All Stories, General Fiction, Short Fiction

Tea Man by Patty Somlo



typewriterWe meet every morning in the coffee shop next door to the hotel. There’s Zia, with his three shots of espresso and who knows how many packets of sugar. Ali takes his coffee with plenty of cream. Aqmed orders one of those fancy drinks with an Italian name I wouldn’t dare try to pronounce. Every day something different. “What is it today?” Zia always asks Aqmed, as if there’s something a bit too girlish about Aqmed, a man who doesn’t drink his coffee black and strong. Then, of course, there is me. Omar. I am a tea man.

At this time of the morning, the light is low in the coffee shop, and most of the customers are busy with their newspapers and their laptops. We gather at the edge of a small area filled with round wooden tables and a few comfortable chairs such as you would find in someone’s living room. Since Zia, Ali, Aqmed and I are only here briefly before the duties of the day call, we don’t bother to take seats.

This day I am eager to tell you about began like all the rest. And may I say, there is a certain sameness and predictability to my life that I never expected when I was a boy. My mother, though she certainly wanted the best in life for me, also taught that a life without pleasures was not a life worth living at all. I suppose that is why every morning with my tea, I eat one small perfect butter cookie. Madeline, they call it here at this coffee shop. When I say that name, I smile, because instead of a butter cookie, I am imagining a beautiful woman with long, dark flowing hair.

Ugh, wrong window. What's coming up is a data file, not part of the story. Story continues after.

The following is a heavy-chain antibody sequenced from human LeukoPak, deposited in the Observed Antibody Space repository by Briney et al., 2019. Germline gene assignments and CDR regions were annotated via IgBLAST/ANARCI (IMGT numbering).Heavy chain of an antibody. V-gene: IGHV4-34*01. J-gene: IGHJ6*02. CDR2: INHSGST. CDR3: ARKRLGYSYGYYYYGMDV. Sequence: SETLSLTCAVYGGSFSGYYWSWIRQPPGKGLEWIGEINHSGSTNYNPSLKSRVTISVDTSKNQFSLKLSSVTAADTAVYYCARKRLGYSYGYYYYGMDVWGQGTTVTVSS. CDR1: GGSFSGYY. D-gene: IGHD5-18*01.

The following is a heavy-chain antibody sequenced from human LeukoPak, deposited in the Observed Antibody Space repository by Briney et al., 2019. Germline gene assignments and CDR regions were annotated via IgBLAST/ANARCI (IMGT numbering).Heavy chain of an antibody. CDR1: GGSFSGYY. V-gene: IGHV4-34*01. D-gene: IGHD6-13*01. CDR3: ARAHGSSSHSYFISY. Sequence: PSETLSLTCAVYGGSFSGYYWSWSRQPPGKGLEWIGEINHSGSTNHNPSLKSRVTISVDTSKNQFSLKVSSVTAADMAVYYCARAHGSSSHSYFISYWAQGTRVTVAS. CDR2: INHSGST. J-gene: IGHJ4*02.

To get back to my story, the days begin always the same. You must understand that unlike back home, this is a rainy place. I awake in the dark and I lie in bed for a moment under the sheet and two or three layers of blankets, because at night we turn off the heat, and I listen. Rain. There is the sound. Sometimes it is a light pitter-pat. Other days, it’s a flood. The worst is when the wind flings buckets of it against the house and I pray the window glass will hold.

My wife gets up first to prepare breakfast for me and the two children still with us. We are mostly silent. What is there to say, after all? Another day. We are alive. The rain is falling down.

I keep the car in the garage. Once I am done with my breakfast, I run a soft cloth over the sides to shine them up. My wife says to me, “Why shine the car, Omar? In this weather, it will only get wet and dull and full of mud.” I do not respond.

Instead, I hear my father’s voice. As he liked to tell me all the time, A man should be proud of his work, Omar, no matter what he does. Work must be performed with dignity. The street sweeper who does his job well is a man to be respected.